You'll be at the edge of your seat just watching the trailer for Netflix's new docu-series Wild Wild Country. The six-part documentary follows the rise and fall of the Rajneesh movement, a religious group that followed the teachings of Indian guru Bhagwan Shree Rajneesh in Oregon in the early 1980s. The story involves culture clashes, a hotel bombing, wiretapping, combative local politics, and bio-terrorism, yet it's barely talked about in modern America, overshadowed by the stories of other 20th century cults.
The story starts with Rajneesh buying a large amount of farmland in central Oregon to build his utopia, Rajneeshpuram. Thousands of his followers moved to the land to live together. According to the New York Times, the 64,229-acre commune grew to include 160-room hotel, a shopping mall, a town meeting hall, and its own security forces. However, the nearby town of Antelope, Oregon, was not pleased by all this activity.
The documentary covers how tensions rose between the Rajneeshee (the followers of Rajneesh) and the outside community that was wary of the follower's free-love lifestyle and other non-traditional choices. As the distrust grew between the two factions, things began to look ugly. After the Rajneesh took over the town of Antelope, the Times reports that the group brought in thousands of homeless people to attempt to tip a Wasco County election.
Using conversations with former residents of Rajneeshpuram and others who lived through the escalation, as well as archival footage, Wild Wild Country dives deep into the minds of the people involved in the conflict. It begins to snowball as the the Rajneeshee gain statewide and then national interest.
In 1983, there was a bombing at the Hotel Rajneesh in Portland, Oregon. According to Oregon Live, this led the group to form a highly-armed volunteer Rajneesh Security Force. In the documentary, outsiders explain that they were alarmed by the guns, which appeared to them like a military-style threat.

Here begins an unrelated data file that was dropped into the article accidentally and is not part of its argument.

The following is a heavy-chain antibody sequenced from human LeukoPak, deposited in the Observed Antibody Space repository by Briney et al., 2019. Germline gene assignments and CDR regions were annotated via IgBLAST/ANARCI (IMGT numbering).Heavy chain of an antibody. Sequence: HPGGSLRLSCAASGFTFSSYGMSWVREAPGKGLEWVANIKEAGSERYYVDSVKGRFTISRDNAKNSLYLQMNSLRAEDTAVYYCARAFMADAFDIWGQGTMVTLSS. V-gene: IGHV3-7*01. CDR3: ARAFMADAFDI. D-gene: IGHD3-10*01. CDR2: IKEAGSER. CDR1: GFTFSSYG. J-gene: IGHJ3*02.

The most infamous Rajneeshee incident is only hinted at in the trailer: the 1984 Rajneeshee bio-terror attack. In order to try to suppress voter turnout at a county election, a faction of the movement committed the largest bio-terror attack in United States history by contaminating salad bars at local restaurants with salmonella. According to Slate, 751 people became sick with salmonella poisoning and 45 were hospitalized.
It took a year for authorities to discover who was behind the outbreak, but, once they began investigating, they discovered that certain members of the cult were engaged in all sorts of illegal plans. This story is a doozy, and, according to an early review from The Hollywood Reporter, viewers will be left unsure of who to believe, with many of the parties explaining their side of the story.
If the series piques your interest in cults and unusual religious movements, there's no shortage of content deep diving into other stories surrounding the subject. For fans of documentaries, there are several available right now on Netflix, including Holy Hell, the story of a former Buddhafield cult member's experience following a charismatic, sociopathic leader, and Deprogrammed, a look into an anti-cult organization that worked to "reverse-brainwash" former cult members. If you're looking for non-documentary fare, there's Paramount Network's mini-series Waco about the 51-day standoff between the Branch Davidians and the FBI, starring Michael Shannon and Taylor Kitsch.
Wild, Wild Country hits Netflix on Friday, March 16 after its premiere earlier this year at the Sundance Film Festival. Based on reviews from that screening, you might want to hold off making any plans that weekend — you're going to need some time to process everything. And you're definitely going to marathon this one.